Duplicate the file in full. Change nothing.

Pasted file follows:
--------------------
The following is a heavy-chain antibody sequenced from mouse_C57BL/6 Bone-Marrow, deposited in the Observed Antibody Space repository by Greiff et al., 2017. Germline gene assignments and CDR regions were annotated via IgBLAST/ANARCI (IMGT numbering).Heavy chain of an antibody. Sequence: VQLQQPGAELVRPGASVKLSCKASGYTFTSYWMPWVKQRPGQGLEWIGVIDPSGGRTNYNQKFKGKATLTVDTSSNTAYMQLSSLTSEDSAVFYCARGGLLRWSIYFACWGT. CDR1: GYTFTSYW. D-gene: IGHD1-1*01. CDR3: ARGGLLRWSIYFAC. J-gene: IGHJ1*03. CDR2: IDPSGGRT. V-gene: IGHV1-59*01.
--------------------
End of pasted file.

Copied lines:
The following is a heavy-chain antibody sequenced from mouse_C57BL/6 Bone-Marrow, deposited in the Observed Antibody Space repository by Greiff et al., 2017. Germline gene assignments and CDR regions were annotated via IgBLAST/ANARCI (IMGT numbering).Heavy chain of an antibody. Sequence: VQLQQPGAELVRPGASVKLSCKASGYTFTSYWMPWVKQRPGQGLEWIGVIDPSGGRTNYNQKFKGKATLTVDTSSNTAYMQLSSLTSEDSAVFYCARGGLLRWSIYFACWGT. CDR1: GYTFTSYW. D-gene: IGHD1-1*01. CDR3: ARGGLLRWSIYFAC. J-gene: IGHJ1*03. CDR2: IDPSGGRT. V-gene: IGHV1-59*01.